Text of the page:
May 29th, 2014
The blogspot has been bare for almost a month. Just couldn’t be helped, really. I have been on the go, up in the air and down again and back for one work-related conference, meeting, festival, or all of the above. In view of the weather here in spring, and airline food notwithstanding, I have been more than happy to visit Tampa, Florida; San Diego, California; Toronto, ON; Cannes in the south of France; and even Niagara Falls. In all these places the sun has been shining, the flowers blooming, and the skies have been as blue as cornflowers. As I write this, I can discern a few yellow rays teasing the dusty blinds in my office, and so perhaps the winds are starting to blow a little more favourably. We don’t live here for the weather, that’s for sure.
I have learned a lot on these trips about what different parts of the world are up to but several themes persist. Universities everywhere are worried about funding, enrolments, and international recruitment. In my memory, funding has always been an issue. Perhaps things are more dire now, especially with the levelling off of registrations at the undergraduate levels and the ensuing panic, on some campuses, about how to balance the books. The enormous growth generated by the sixties on almost all North American campuses, for sure, now leaves many administrations with the challenge of how to sustain their physical plants. Cost-cutting and government stinginess now extend to program closures and the merging of academic units, making for some awkward scholarly partnerships. Necessity in these cases is not so much the mother as the dictator of invention.
At the annual congress of humanities and social sciences learned associations meetings at Brock, in St. Catharines, Ontario, there was a lot of talk about graduate students being ill prepared to face the reality of the workplace. I must have overheard at least half a dozen grad students in washrooms talking to each other about their hopes of securing positions at one university or another I always felt like staging an intervention, reminding them that half of all humanities PhDs drop out of their programs and only about 20% of those who complete their degrees actually end up in the academy. Someone is not telling these people how to be better prepared for non-academic jobs.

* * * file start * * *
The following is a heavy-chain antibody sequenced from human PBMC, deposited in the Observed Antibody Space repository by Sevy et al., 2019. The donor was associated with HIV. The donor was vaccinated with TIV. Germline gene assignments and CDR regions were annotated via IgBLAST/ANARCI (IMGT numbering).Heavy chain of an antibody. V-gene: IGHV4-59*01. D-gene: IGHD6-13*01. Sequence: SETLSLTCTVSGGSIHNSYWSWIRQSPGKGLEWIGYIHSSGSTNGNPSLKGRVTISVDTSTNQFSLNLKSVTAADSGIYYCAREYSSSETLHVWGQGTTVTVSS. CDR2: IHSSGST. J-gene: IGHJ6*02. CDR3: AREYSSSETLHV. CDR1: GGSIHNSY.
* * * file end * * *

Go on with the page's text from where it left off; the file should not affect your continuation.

At Brock—a leafy but architecturally confused campus–I was lucky enough to attend a couple of terrific keynote addresses that buoyed me up and gave me hope for the future of critical thinking. Activist, lawyer, and Executive Director of the First Nations Child and Family Caring Society of Canada, Cindy Blackstock, gave an astonishing talk that will stay with me—and others—for a long time. Speaking flawlessly without a note for a full hour, Blackstock moved confidently about the stage, gripping us in her sights. With passion and intellectual heft she surveyed the terrible Canadian history of our treatment of aboriginal children, moving us through the horrors of the late nineteenth century on up to and including the present. Tirelessly battling the Indian Act and its even more egregious applications, Blackstock gave us all hope that younger generations of Canadians would be more sympathetic to the harsh truths of aboriginal reality. That’s where her faith lies—not in me and you, but in the next generations who will, she believes, simply not take injustice so much for granted anymore. I hope she is right, and her optimistic conclusions made me wish that the young scholars who still believe they will be working at a university might turn to the kinds of socially good causes Blackstock framed for us. She put her PhD to good work, in spades.
Rubbing shoulders with colleagues across the country also reminded me not only of how lucky we are to have jobs doing what we love, but also how much more stable Memorial is than so many Ontario and western universities right now. I remember with dark unease the decades where we were not so assured. Best not to take anything for granted, ever.
The debacle at the University of Saskatchewan, where a dean was summarily fired for publicly disapproving of his bosses’ ‘transformation’ plans, was the subject of many Niagara-wine-liquefying receptions. Most of us had a ‘there but for fortune…’ theme on our lips, given how much we tend to complain about our respective administrations, even while being part of such. The dramatic matter at USask certainly informed many conversations about academic freedom, self-censorship, and the examples we are supposed to be setting for faculty and graduate students. To speak out or not—that is increasingly becoming the question. One colleague drew attention to the ‘silence of the deans.’ Gave me pause. Blackstock had insisted on what she called ‘challenging the normal.’ Indeed.
At the end of each Brock congress day I would return to my room in Niagara Falls where I was compelled to stay because of the hotel shortage in St Catharines. The silver lining was the view you see in the photo above—almost unreal in its postcard uber-naturalness. And on what Americans call Memorial Day weekend I was a lucky ninth-floor witness to a spectacular fireworks show from the US side of the Falls, as awesome as it gets.
Travel challenges the normal. That’s my new answer to the persistent question: don’t you get sick of it?